Cardiac function modulation depends on the A-kinase anchoring protein complex.

J Cell Mol Med 2019 Nov 11;23(11):7170-7179. Epub 2019 Sep 11.

Department of Cardiology, Nanjing First Hospital, Nanjing Medical University, Nanjing, China.

The A-kinase anchoring proteins (AKAPs) are a group of structurally diverse proteins identified in various species and tissues. These proteins are able to anchor protein kinase and other signalling proteins to regulate cardiac function. Acting as a scaffold protein, AKAPs ensure specificity in signal transduction by enzymes close to their appropriate effectors and substrates. Over the decades, more than 70 different AKAPs have been discovered. Accumulative evidence indicates that AKAPs play crucial roles in the functional regulation of cardiac diseases, including cardiac hypertrophy, myofibre contractility dysfunction and arrhythmias. By anchoring different partner proteins (PKA, PKC, PKD and LTCCs), AKAPs take part in different regulatory pathways to function as regulators in the heart, and a damaged structure can influence the activities of these complexes. In this review, we highlight recent advances in AKAP-associated protein complexes, focusing on local signalling events that are perturbed in cardiac diseases and their roles in interacting with ion channels and their regulatory molecules. These new findings suggest that AKAPs might have potential therapeutic value in patients with cardiac diseases, particularly malignant rhythm.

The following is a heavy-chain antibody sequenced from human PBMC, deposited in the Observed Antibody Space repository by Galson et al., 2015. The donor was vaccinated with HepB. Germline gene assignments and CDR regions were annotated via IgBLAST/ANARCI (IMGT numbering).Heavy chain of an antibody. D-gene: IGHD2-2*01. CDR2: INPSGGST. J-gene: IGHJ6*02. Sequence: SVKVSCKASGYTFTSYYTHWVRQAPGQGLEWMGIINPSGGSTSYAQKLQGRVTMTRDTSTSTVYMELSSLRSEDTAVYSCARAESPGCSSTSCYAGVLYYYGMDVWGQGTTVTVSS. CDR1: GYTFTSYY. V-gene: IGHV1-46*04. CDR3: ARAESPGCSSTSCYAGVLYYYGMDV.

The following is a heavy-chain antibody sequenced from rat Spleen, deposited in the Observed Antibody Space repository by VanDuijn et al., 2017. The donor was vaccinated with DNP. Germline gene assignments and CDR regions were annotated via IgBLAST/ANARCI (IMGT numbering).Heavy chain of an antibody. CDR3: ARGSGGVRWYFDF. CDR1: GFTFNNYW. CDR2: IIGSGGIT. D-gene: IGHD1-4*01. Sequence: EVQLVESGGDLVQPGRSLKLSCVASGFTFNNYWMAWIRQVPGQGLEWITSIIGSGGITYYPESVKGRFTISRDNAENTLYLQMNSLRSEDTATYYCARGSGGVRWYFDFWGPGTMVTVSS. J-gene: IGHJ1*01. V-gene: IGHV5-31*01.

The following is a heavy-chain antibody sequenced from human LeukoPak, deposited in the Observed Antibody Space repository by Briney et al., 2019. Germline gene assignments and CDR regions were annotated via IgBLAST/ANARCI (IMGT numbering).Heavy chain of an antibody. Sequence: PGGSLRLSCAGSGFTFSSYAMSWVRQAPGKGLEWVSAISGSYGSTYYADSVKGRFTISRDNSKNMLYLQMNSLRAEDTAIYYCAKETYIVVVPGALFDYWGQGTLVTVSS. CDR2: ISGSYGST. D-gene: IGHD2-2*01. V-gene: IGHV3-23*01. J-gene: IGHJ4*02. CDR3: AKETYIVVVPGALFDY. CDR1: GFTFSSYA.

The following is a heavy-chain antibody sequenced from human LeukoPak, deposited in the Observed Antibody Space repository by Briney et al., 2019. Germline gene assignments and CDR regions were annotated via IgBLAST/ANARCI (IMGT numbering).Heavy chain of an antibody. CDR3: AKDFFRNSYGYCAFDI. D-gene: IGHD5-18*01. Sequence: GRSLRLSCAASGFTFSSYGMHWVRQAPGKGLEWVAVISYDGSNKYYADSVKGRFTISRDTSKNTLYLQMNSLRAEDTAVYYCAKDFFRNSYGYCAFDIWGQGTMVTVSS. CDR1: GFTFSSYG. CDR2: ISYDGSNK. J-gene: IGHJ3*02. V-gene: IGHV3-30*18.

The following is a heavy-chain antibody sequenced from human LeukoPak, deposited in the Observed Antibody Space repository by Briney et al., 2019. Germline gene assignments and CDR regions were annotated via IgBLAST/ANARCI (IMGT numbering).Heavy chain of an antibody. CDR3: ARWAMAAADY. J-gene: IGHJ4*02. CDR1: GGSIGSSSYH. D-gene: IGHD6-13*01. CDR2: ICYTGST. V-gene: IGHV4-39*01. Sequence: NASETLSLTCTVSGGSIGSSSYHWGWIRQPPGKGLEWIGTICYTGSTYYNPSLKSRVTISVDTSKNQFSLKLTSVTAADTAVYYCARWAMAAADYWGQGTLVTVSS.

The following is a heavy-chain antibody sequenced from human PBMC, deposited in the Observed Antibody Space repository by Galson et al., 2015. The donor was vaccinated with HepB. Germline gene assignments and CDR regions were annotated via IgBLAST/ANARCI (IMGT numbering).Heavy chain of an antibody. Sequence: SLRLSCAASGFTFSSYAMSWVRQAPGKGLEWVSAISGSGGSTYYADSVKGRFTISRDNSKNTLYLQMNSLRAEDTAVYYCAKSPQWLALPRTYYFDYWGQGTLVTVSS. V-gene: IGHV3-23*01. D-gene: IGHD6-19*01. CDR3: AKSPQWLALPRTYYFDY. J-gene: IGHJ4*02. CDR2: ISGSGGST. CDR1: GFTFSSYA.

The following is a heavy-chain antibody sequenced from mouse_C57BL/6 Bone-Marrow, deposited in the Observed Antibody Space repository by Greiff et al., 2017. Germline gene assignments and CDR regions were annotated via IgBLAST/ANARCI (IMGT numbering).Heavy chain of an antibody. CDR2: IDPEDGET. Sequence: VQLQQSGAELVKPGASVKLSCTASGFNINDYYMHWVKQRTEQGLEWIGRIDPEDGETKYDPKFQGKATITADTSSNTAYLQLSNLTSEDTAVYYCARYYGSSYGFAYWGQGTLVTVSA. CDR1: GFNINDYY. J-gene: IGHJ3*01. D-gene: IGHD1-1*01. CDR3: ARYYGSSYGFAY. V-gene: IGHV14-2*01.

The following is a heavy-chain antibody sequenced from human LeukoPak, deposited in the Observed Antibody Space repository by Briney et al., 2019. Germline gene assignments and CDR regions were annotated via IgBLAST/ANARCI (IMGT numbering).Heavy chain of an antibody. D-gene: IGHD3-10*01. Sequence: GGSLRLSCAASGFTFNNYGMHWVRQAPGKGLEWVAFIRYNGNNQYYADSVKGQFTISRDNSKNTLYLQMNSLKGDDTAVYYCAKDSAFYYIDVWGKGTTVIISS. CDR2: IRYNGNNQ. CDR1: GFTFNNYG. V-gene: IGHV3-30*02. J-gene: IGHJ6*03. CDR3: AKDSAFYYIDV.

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https://onlinelibrary.wiley.com/doi/abs/10.1111/jcmm.14659
Publisher Site
http://dx.doi.org/10.1111/jcmm.14659DOI Listing
http://www.ncbi.nlm.nih.gov/pmc/articles/PMC6815827PMC
November 2019
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